Don’t let them see you sweat.
I’m sure you’ve heard that advice. Even when you’re not sure what to do, even when you feel scared, it’s best for you, as a leader, to wear a veneer of invincibility.
An oak seedling: vulnerable but strong
For years, that’s how I tried to be. Not the superhero who shoved everyone out of the way and said “I’ve got this,” but the calm, steady, implacable one who never let anything ruffle him and who (especially) never admitted to needing help.
And what did that get me? Respect, maybe. But not the loyalty or affection of my team members. I think most of them saw me as aloof, above it all — able to connect with them only on a superficial level.
As I’ve grown wiser I’ve learned that vulnerability isn’t a bad thing. A couple of weeks ago, the Twitter #PoCchat conversation (every Monday at 11:00 a.m. Eastern) focused on vulnerability in leadership.
I like the definition Randy Thio offered during the chat: Being vulnerable is the deliberate absence of any barriers that may protect you physically and/or emotionally.
In other words, vulnerability is about your being open. Honest. Transparent.
Without vulnerability, you might come across as solid, dependable, even invincible. But you’ll also come across as distant and unsympathetic.
When people think you’re incapable of relating to them, it’s hard for them to trust you or feel loyalty toward you.
So try being the person you are rather than a superhero — indestructible but unrelatable — or a robot — steady and dependable but aloof. Try removing your mask.
When you remove your mask you can relax, because you don’t have to devote your energy to playing a role. You’re more confident, because all of us are better at being ourselves than at trying to be someone else.
Yes, you’ll be more confident. Seems counterintuitive, doesn’t it? Many of us associate vulnerability with having less confidence — with quaking in our boots, with trying not to let them see us sweat.
Although it might seem that way, it turns out that vulnerability and confidence complement each other. An insecure leader is almost never vulnerable: the last thing they want is for people to see their imperfections. It takes more confidence to be vulnerable.
It’s important that you get that. You don’t want your people to see you as a superhero or a robot. You do want them to see that you’re confident. Confident that you and your team can bring about a good outcome. Confident enough to take off your mask and let them see that you’re human too.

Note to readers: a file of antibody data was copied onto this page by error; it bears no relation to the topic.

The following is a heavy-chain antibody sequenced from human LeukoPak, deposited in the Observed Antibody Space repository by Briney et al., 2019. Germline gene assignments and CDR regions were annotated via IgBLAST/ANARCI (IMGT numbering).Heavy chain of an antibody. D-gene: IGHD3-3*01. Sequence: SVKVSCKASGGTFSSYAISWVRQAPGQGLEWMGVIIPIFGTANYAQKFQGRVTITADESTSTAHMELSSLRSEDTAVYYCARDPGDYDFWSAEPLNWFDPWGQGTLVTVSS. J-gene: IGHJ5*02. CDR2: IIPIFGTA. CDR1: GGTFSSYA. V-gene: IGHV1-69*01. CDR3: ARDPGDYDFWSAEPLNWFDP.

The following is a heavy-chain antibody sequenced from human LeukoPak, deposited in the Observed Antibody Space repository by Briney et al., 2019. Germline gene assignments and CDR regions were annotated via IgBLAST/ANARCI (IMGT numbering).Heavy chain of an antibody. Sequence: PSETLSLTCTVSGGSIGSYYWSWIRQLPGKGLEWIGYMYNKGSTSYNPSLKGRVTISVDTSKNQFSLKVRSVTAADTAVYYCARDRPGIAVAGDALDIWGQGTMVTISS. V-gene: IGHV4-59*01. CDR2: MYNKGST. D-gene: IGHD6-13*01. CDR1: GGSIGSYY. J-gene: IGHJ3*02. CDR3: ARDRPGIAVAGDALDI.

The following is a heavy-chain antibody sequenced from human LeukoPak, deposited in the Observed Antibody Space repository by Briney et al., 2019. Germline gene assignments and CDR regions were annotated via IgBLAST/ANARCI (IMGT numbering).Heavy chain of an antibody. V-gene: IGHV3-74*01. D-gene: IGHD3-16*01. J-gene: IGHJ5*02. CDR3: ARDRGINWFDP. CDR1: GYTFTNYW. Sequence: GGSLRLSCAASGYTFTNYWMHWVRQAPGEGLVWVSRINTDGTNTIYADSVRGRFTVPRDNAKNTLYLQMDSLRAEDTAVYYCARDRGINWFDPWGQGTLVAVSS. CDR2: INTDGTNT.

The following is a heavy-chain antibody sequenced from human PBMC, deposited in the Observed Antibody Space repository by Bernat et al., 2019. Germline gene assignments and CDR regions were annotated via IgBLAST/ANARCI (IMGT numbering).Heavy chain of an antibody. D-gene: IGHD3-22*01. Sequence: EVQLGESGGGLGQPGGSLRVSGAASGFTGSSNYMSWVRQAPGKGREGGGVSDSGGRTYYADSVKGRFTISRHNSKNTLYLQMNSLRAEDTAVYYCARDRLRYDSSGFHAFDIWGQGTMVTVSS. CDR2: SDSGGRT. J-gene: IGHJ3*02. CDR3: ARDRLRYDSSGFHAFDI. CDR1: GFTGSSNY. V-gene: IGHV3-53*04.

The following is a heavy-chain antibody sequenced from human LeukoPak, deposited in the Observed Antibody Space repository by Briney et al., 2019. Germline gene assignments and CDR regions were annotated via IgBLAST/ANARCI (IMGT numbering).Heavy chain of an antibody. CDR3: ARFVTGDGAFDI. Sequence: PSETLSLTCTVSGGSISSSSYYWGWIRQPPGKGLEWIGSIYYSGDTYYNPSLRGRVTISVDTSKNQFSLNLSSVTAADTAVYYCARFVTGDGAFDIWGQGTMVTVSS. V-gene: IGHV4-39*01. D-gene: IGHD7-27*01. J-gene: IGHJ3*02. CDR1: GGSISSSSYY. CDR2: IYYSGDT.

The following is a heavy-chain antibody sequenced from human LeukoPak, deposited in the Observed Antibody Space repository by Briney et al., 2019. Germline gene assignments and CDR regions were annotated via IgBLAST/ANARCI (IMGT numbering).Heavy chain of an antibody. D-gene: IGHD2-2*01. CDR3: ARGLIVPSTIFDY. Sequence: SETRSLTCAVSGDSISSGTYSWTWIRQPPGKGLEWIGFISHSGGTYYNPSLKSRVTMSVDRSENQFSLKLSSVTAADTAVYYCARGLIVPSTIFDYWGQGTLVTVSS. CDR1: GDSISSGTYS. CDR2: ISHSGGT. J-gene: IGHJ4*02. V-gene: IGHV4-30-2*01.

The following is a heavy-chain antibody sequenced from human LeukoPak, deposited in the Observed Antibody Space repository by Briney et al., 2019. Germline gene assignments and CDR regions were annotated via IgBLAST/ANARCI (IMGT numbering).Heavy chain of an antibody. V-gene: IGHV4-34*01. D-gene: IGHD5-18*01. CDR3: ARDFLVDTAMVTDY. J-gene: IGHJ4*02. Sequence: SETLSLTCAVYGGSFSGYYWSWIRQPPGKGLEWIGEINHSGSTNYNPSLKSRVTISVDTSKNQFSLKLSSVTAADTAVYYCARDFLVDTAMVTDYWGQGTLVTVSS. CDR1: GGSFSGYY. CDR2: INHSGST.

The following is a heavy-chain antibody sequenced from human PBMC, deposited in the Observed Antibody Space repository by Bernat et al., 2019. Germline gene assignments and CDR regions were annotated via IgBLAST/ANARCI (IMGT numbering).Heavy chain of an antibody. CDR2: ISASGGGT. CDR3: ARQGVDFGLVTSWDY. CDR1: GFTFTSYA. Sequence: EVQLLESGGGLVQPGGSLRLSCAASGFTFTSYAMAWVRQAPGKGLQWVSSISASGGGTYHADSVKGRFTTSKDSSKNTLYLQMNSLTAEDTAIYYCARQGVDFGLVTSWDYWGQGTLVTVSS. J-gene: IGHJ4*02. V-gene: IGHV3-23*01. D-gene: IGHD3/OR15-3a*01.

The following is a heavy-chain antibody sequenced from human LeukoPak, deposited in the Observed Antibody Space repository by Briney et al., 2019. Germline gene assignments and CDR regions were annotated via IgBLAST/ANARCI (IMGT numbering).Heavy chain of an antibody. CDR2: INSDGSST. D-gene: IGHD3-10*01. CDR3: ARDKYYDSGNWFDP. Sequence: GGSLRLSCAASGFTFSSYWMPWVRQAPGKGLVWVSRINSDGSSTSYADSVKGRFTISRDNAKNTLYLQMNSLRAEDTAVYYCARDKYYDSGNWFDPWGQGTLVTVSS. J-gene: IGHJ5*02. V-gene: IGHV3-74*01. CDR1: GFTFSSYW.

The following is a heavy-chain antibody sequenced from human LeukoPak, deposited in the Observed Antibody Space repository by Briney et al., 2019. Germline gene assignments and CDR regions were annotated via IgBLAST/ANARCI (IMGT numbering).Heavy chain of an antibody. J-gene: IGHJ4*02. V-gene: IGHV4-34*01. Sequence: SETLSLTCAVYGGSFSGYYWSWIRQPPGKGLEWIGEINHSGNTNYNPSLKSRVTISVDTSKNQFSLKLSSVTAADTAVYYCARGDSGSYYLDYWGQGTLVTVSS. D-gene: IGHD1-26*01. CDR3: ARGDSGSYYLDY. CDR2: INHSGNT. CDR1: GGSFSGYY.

If you’d like to work on your vulnerability, I can suggest two things: tell your story, and be true.
Tell your story
Don’t be a man or woman of mystery. Be approachable. Make it easier for other people to relate to you.
If you’ve been in the working world for a while, you’ve probably had experiences that bear on the situation you’re in now. Share those experiences with the team. Even if you think of those experiences as failures, focus on what the failures taught you and how they prepared you for today’s situation.
As Randy Thio observed, telling your story invariably exposes you to judgment and criticism, further demonstrating vulnerability.
You already know that a leader should value the truth and should never act deceitfully.
Does that mean that when the situation turns really bad, when you see everything falling down and you’re losing heart, you should be open and candid about absolutely everything?
Yes and no. Yes, but be careful to keep things in perspective.
Since you’ve likely experienced a similar problem or crisis before, you can lend insight that’ll help you and the team deal with today’s situation. Help your team see beyond the immediate; help them see the bigger picture.
Maybe you feel anxious, even frightened. Instead of expressing those emotions publicly, acknowledge them to yourself and then ask yourself whether they’re really warranted. No matter how bad things get, the sky isn’t really falling.
Once you’ve worked past those emotions, talk about how you did it.
Keep your poise. Don’t be the one who spreads panic.
And if you need help, be honest about that too. Asking for help doesn’t mean you’ve failed, or that your confidence is wavering. It simply means you’re no different from everyone else.
What it boils down to
Vulnerability. It boils down to your objective as a leader: do you want to appear invincible, or do you want to earn people’s trust and loyalty? Is leadership all about you, or is it about the people you lead?
For me, vulnerability is part of what it means to be a servant leader. I’m not all the way there yet. I’m still learning.
Be confident. Be steady and consistent. But don’t try to be something you’re not. Be vulnerable.